Double album on black vinyls with gatefold cover
Goth metal may once have been a term of opprobrium — but then again who knows? Whatever the case, it makes perfect sense with time, even if Black Sabbath already laid down the blueprint years ago, and that’s one reason why Cult of Luna’s second album, The Beyond, is so astoundingly great. One of Earache’s many signings from Scandinavia over the moons, the band has the primal doom-laden punch of groups like the Cure and the God Machine going into their sound, tempered with the hoarse, wide-eyed vocals of Klas Rydberg. If some of his lyrics are merely standard tropes for the field, he never lets the band down at any point, and, if anything, holds back from singing most of the time to let the music make whatever point it needs to. Meanwhile, the steady deliberation of the rhythm section does the whole death-march-trudge thing pretty darn well. The secret weapon would appear to be Magnus Lindberg — credited with sound engineering, he’s not instantly apparent anywhere, but there’s a strong sense of layering and depth at many points, almost as if the band were recording in a collapsing factory. Engineer Pelle Henricsson, veteran of working with bands from Refused to Meshuggah and the Hives, brings a crisply brutal focus to the proceedings. The occasional twist on the overall sound — the mournful steel guitar twang that helps start off “Circle” on a very quiet note, which then mutates into an equally sad solo cutting through the full-on band crunch, or the subtle rise-and-fall arrangement that turns “Arrival” into the album’s surprisingly beautiful heart — makes everything all that more noteworthy.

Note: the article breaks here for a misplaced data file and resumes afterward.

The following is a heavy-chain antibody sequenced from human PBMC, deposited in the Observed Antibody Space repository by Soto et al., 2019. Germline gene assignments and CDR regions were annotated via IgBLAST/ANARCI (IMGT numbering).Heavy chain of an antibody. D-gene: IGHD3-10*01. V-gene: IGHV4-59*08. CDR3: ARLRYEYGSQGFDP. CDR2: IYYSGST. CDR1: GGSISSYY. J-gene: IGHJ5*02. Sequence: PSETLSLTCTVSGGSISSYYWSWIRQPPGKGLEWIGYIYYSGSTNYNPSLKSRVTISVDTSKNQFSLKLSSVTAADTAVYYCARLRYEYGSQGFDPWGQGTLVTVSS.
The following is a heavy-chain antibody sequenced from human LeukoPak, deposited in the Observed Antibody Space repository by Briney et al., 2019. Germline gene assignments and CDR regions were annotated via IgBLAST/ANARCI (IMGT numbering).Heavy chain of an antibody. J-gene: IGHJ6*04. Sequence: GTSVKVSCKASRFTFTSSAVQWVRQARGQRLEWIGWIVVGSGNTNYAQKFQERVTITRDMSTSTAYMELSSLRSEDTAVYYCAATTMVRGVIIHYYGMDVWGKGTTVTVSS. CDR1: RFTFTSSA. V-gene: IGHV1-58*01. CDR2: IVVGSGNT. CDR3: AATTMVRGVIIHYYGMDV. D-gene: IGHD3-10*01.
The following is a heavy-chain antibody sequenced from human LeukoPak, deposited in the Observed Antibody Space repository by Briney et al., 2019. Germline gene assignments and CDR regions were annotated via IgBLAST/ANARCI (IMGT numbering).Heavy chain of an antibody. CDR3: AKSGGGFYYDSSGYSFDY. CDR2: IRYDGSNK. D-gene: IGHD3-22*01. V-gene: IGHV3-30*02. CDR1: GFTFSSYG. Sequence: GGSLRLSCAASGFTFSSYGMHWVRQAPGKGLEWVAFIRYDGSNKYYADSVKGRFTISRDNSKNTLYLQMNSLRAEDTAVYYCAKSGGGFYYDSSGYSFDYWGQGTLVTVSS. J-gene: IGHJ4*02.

1. Inside Fort Meade
4. The Watchtower